Authorities Still Don't Know What Caused the West, Texas, Plant Explosion

The Slatest
Your News Companion by Ben Mathis-Lilley
May 17 2013 11:29 AM

Authorities Still Don't Know What Caused the West, Texas, Plant Explosion

Valley Mills Fire Department personnel view the railroad tracks near to the fertilizer plant that exploded on April 18, 2013, in West, Texas.

Photo by Erich Schlegel/Getty Images

Officials still don't know what caused last month's massive explosion at a fertilizer plant in West, Texas, despite weeks of collecting evidence—300,000 pounds of corn were sifted through by hand—and a $1 million investigation.

The blast, which killed 14 people and injured more than 200 on April 17, was triggered by a fire that was reported 20 minutes before the explosion. Though four causes for the blaze were ruled out at the beginning of the investigation, state and federal officials haven't made much progress since then. As of Thursday, the cause of the fire was officially ruled "undetermined"—with foul play still a possibility. However, authorities are hesitant to make any bold statements, as Reuters notes:

Robert Champion, a special agent in charge at the Bureau of Alcohol, Tobacco, Firearms and Explosives, said that while authorities could not rule out arson, they also could not eliminate the plant's electrical system or a golf cart at the plant as potential causes.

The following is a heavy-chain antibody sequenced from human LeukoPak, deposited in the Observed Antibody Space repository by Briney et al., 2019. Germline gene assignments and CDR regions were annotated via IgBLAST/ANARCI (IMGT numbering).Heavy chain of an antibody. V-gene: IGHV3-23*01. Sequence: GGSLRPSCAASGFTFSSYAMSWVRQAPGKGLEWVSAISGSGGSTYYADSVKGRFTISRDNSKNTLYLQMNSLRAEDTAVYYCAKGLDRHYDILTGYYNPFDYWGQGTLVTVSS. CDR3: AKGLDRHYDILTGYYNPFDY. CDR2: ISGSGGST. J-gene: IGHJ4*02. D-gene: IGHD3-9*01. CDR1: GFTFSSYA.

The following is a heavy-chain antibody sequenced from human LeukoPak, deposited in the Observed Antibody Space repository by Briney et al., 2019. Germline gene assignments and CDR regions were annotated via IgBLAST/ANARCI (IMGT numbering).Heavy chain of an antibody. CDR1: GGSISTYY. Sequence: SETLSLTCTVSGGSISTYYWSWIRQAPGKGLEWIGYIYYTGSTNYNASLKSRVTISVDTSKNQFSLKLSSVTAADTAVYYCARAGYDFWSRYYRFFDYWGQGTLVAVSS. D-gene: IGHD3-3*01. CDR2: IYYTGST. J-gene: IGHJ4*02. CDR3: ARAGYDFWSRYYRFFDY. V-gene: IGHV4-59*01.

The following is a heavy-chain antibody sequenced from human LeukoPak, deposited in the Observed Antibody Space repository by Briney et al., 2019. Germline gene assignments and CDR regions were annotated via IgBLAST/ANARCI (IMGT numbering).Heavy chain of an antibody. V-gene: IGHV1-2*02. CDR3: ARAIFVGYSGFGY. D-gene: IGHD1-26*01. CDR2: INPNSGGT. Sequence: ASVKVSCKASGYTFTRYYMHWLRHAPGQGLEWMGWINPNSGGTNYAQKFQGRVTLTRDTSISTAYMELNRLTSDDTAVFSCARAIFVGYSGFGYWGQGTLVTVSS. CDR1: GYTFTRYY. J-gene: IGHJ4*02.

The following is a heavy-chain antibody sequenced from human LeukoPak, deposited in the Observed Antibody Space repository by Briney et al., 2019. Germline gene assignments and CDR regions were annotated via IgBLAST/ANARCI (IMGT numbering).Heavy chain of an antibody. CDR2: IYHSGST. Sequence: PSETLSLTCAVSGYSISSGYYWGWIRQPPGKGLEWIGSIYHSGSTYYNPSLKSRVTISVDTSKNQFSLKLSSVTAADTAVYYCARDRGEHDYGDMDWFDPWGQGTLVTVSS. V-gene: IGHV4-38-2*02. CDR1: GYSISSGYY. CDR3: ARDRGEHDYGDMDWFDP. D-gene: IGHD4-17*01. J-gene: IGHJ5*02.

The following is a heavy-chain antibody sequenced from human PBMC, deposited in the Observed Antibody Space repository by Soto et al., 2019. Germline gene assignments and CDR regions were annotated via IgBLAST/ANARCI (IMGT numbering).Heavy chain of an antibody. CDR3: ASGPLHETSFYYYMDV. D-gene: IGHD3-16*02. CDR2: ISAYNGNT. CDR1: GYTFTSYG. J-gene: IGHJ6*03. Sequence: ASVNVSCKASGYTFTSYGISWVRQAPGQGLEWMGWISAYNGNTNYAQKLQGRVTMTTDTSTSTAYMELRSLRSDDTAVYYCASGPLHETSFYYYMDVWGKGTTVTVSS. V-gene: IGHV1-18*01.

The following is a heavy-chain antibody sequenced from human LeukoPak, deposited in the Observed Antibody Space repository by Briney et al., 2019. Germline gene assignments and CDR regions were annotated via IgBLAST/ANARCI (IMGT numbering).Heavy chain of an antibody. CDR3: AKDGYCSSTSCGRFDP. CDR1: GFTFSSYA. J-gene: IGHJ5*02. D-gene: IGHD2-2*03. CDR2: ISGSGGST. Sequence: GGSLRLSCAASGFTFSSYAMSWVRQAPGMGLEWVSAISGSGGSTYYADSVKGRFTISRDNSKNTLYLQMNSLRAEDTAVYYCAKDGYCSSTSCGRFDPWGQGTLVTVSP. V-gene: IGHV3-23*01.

The cause of the fire will remain officially "undetermined" if not enough evidence is available to eliminate multiple causes.

But while the scene investigation may be complete, the criminal investigation is just beginning. Last week, law officials announced that they launched a criminal probe in their investigation on the very same day they arrested Bryce Reed, a 31-year-old paramedic who was among the first to respond to the explosion, for possessing pipe bomb-making materials. Reed pleaded not guilty to the charges on Wednesday. At this time, authorities won't comment on whether they believe there is any connection between Reed and the explosion.

Jennifer Lai is an associate editor at Slate.



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